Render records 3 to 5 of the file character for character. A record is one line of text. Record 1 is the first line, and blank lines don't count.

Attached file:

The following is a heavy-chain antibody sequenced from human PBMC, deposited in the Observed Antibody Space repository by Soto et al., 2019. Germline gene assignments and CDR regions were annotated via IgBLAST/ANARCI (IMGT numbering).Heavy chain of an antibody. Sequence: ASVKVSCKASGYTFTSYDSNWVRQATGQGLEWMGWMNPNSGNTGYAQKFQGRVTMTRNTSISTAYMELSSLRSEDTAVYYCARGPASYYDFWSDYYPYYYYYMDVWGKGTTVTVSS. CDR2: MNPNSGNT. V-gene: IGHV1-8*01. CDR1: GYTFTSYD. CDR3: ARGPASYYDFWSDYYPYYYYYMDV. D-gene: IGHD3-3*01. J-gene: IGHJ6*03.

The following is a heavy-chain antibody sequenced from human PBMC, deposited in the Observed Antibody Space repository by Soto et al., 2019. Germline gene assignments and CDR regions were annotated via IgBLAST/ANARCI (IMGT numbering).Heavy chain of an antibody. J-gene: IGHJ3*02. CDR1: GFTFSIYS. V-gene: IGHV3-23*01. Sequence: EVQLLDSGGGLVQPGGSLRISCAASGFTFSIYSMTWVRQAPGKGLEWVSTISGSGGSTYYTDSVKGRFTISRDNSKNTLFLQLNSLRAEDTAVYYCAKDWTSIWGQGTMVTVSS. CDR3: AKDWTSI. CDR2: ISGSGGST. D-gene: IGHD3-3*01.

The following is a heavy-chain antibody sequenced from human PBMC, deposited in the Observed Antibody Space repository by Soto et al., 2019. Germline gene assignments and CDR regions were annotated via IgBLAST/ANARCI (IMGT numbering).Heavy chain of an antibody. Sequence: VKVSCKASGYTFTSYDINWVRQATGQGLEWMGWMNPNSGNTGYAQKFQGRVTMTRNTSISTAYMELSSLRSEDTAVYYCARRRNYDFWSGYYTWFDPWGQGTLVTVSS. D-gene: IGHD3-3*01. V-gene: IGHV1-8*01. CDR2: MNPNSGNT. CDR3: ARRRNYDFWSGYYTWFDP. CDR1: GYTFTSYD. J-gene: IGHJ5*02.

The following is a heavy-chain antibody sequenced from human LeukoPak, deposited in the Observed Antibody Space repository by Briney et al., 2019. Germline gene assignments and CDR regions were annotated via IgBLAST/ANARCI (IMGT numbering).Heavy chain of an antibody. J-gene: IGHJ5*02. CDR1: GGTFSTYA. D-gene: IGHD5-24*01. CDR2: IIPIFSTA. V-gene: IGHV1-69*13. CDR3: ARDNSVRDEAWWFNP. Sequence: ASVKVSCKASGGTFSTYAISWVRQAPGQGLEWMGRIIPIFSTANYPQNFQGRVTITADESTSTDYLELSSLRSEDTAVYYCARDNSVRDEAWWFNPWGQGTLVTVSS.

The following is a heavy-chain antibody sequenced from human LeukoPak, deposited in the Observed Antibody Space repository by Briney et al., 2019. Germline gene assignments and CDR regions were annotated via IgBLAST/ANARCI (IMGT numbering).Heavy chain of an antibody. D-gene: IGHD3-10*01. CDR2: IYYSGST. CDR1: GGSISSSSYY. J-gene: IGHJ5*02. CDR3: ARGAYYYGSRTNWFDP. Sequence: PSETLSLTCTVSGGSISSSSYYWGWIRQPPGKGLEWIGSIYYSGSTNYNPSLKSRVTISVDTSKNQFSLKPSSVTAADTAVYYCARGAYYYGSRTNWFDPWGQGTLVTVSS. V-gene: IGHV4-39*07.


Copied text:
The following is a heavy-chain antibody sequenced from human PBMC, deposited in the Observed Antibody Space repository by Soto et al., 2019. Germline gene assignments and CDR regions were annotated via IgBLAST/ANARCI (IMGT numbering).Heavy chain of an antibody. Sequence: VKVSCKASGYTFTSYDINWVRQATGQGLEWMGWMNPNSGNTGYAQKFQGRVTMTRNTSISTAYMELSSLRSEDTAVYYCARRRNYDFWSGYYTWFDPWGQGTLVTVSS. D-gene: IGHD3-3*01. V-gene: IGHV1-8*01. CDR2: MNPNSGNT. CDR3: ARRRNYDFWSGYYTWFDP. CDR1: GYTFTSYD. J-gene: IGHJ5*02.

The following is a heavy-chain antibody sequenced from human LeukoPak, deposited in the Observed Antibody Space repository by Briney et al., 2019. Germline gene assignments and CDR regions were annotated via IgBLAST/ANARCI (IMGT numbering).Heavy chain of an antibody. J-gene: IGHJ5*02. CDR1: GGTFSTYA. D-gene: IGHD5-24*01. CDR2: IIPIFSTA. V-gene: IGHV1-69*13. CDR3: ARDNSVRDEAWWFNP. Sequence: ASVKVSCKASGGTFSTYAISWVRQAPGQGLEWMGRIIPIFSTANYPQNFQGRVTITADESTSTDYLELSSLRSEDTAVYYCARDNSVRDEAWWFNPWGQGTLVTVSS.

The following is a heavy-chain antibody sequenced from human LeukoPak, deposited in the Observed Antibody Space repository by Briney et al., 2019. Germline gene assignments and CDR regions were annotated via IgBLAST/ANARCI (IMGT numbering).Heavy chain of an antibody. D-gene: IGHD3-10*01. CDR2: IYYSGST. CDR1: GGSISSSSYY. J-gene: IGHJ5*02. CDR3: ARGAYYYGSRTNWFDP. Sequence: PSETLSLTCTVSGGSISSSSYYWGWIRQPPGKGLEWIGSIYYSGSTNYNPSLKSRVTISVDTSKNQFSLKPSSVTAADTAVYYCARGAYYYGSRTNWFDPWGQGTLVTVSS. V-gene: IGHV4-39*07.